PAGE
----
Nobu, Sydney

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Can Italy’s Lake Garda Finally Compete With Como—or Will It Become a Victim of Its Own Success?

Crowded, cacophonous Lake Como is overflowing, filling its nearby villages and lakes with new luxury hotels and savvy, in-the-know travellers.

By Jake Emen 17/06/2024

The sun is shining down and your wooden Riva Aquarama boat is slicing through the lake. The crowd is beautiful, well-tanned and they like their spritzes. Sound like Lake Como? Almost. You’re about 150 kilometres southeast on the larger, yet less frequented, Lake Garda.

As the popularity of Lake Como has grown thanks to non-stop celebrity endorsements filtered down via social media, an in-crowd is discovering that Garda offers the same glitzy perks of its neighbour with far fewer headaches.

“Giorgio Clooney is to Como what Tom Hanks is to Garda,” says Katie Parla, author of “Food of the Italian Islands” and a tour leader across Italy. “Sure, Como is beautiful and charming, but Garda is equally talented, and some would say, more versatile and well-rounded.”

Grand Hotel Fasano, which turned 135th anniversary, is welcoming a new crowd.
Grand Hotel Fasano,

Long the preferred destination for Italians and other continental families, the secret of Garda has now well and truly been leaked. Investment is pouring in at Ferrari speeds.

On the hotel front, historic, legendary properties such as Grand Hotel Fasano (from USD$470)—which celebrated its 135th anniversary in 2023— are joined by a flock of newcomers. There is the new family-owned spa hotel Cape of Senses, a Small Luxury Hotels of the World member (from USD$628). Conti Thun (from USD$225) debuted as an on-vineyard wine resort last year. And this spring, Borgo Tre (from USD$640) opened a small collection of luxury apartment suites in a converted 18th-century farmhouse. (If you haven’t noticed already, a stay here is still considerably cheaper than say, Lake Como’s Passalacqua at USD$2,660 a night).

The region’s established properties are doing their best to stay ahead of the new arrivals, too. The mountain-top wellness haven Lefay Resort & Spa (from USD$460) is famous for encouraging its guests to wear their plush robes across the grounds from morning to night, as the saunter from treatment to treatment. It’s just unveiled a new, elevated room category dubbed Sky Suites that will speak to Como expats. These top-floor units are 1,500 square feet and come with a terrace hot tub, a private in-suite sauna and, of course, unimpeded views of the lake, mountains, and valleys beyond.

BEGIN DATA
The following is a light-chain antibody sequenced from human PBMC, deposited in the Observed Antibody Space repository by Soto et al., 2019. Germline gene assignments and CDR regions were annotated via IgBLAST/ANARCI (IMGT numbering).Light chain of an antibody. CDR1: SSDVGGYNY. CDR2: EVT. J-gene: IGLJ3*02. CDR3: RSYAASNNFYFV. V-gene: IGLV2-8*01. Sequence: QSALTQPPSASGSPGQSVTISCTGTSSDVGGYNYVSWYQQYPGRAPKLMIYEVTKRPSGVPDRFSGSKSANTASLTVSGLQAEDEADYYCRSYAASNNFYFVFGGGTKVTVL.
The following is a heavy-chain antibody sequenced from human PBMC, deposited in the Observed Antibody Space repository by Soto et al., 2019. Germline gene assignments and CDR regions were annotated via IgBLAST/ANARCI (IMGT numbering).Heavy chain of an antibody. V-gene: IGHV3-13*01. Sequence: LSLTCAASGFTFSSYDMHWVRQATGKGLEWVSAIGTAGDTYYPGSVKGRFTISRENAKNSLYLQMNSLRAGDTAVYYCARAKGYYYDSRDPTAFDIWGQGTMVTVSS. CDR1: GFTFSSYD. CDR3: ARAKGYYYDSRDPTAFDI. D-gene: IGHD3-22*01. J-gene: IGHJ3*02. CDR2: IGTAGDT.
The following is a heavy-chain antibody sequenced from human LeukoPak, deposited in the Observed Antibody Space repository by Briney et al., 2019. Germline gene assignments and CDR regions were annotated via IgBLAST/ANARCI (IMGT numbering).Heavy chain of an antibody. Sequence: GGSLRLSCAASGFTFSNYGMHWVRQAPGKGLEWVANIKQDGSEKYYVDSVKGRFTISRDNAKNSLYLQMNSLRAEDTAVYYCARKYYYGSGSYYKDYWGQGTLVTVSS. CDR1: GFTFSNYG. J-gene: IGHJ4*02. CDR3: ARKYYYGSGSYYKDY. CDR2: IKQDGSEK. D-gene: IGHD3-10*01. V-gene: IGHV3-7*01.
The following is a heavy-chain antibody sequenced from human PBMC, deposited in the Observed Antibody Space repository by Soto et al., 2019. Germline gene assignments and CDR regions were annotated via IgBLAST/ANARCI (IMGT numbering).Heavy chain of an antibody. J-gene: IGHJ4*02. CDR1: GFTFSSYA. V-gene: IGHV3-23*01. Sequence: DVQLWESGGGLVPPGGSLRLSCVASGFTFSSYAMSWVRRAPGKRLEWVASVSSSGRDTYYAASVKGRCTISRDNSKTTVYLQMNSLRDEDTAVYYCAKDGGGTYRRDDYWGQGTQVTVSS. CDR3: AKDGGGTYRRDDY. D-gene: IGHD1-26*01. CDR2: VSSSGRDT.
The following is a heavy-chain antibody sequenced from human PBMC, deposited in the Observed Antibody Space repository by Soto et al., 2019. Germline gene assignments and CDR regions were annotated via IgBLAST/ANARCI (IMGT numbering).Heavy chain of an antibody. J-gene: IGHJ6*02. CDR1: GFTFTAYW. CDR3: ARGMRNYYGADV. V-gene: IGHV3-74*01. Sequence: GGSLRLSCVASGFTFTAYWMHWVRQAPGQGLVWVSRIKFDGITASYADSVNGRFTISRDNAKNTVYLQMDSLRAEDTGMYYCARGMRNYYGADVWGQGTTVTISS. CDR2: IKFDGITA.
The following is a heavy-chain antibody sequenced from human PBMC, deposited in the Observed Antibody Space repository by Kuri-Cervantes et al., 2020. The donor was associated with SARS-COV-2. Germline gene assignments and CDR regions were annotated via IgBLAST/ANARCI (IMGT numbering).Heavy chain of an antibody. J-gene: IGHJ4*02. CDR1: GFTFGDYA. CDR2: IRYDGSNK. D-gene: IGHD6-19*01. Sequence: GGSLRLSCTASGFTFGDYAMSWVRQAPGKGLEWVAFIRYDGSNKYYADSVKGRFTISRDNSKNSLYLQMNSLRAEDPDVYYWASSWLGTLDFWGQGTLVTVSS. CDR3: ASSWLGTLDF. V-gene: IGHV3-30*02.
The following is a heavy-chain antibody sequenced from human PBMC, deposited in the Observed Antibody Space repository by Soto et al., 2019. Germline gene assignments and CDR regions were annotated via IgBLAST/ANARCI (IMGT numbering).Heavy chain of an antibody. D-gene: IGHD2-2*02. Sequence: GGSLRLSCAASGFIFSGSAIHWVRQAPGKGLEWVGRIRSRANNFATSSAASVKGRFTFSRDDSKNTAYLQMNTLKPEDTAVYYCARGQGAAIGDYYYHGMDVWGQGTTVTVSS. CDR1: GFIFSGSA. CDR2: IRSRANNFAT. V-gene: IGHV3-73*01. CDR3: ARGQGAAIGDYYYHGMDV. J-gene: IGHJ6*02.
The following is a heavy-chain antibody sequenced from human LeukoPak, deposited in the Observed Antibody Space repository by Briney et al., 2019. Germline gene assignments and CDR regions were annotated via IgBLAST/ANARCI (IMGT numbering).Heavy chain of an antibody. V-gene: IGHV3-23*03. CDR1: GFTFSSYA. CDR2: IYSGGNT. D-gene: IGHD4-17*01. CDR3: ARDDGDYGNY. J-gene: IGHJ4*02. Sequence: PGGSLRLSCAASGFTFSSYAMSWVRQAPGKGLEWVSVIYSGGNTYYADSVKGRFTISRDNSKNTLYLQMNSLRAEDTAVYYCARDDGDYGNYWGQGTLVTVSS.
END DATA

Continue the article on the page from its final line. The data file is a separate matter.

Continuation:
Lefay Resort & Spa is drawing wellness activists to the region.
Lefay Resorts

But change like this always comes at a cost. Locals and long-time visitors worry that the region’s newfound popularity puts it in danger of losing its distinctive atmosfera. Ironically, even the new guard hotels are concerned.

“We don’t want that, we’re not a mass tourism product,” says Cape of Senses general manager Alina Deutsch of any attempt to clone Como at Garda. “What is luxury today? It’s what people are missing from their lives, and that’s space and time.”

“Locals, like me, really hope that our beautiful destination will remain as authentic as it is now, even if international tourism is booming and new luxury properties are going to continue opening in the next couple of years,” added Alice Lancini, Grand Hotel Fasano’s sales and marketing manager.

But the scene in Lake Garda’s is already shifting. Lancini says that in the last three to four years, U.S. travellers have made the lake hotel the brand’s second strongest market after Germany. “Lake Garda is becoming more popular in the States as it’s much cheaper than Como, less crowded—still, for now—and it’s a completely different experience than Lake Como.”

Parla adds that the 50 kilometre-long Lake Garda has a natural protection from “becoming a Disneyland” overnight: its massive size makes it feel more like a sea than a lake at times.

“Como the town, Bellagio, and all the fancy hotels are beyond overcrowded and have become the playground of influencers generating their FOMO-inducing content,” she says. “I don’t see a way to enjoy the lake if you stick to those two towns, which most do…Lake Garda is so much bigger.”

Its other protection? Garda isn’t a first stop for first timers. After all, would you tell someone to skip the Eiffel Tower on their first trip to Paris, or forgo the Golden Gate Bridge in San Francisco? Icons are icons and that includes Lake Como.

The new family-owned spa hotel Cape of Senses just opened on Lake Garda.
Cape of Senses

“Lake Como is for romance and honeymoons, and lounging around on a boat and never leaving the confines of a luxury hotel,” adds Parla, noting that other lakes and villages attract a more active, creative and adventurous crowd.

So will Garda ever become Como? Lancini thinks it’s likely, and that’s why you should get there sooner rather than later. “Lake Garda is going to boom as a destination in the next three to five years,” she says. “Now is the time to take advantage and come to this beautiful destination before it becomes too crowded.”

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Kyoto Has the Most Michelin Restaurants per Capita: Report

There are 100 Michelin-starred spots in the Japanese city, serving some 1.5 million people.

By Tori Latham 17/06/2024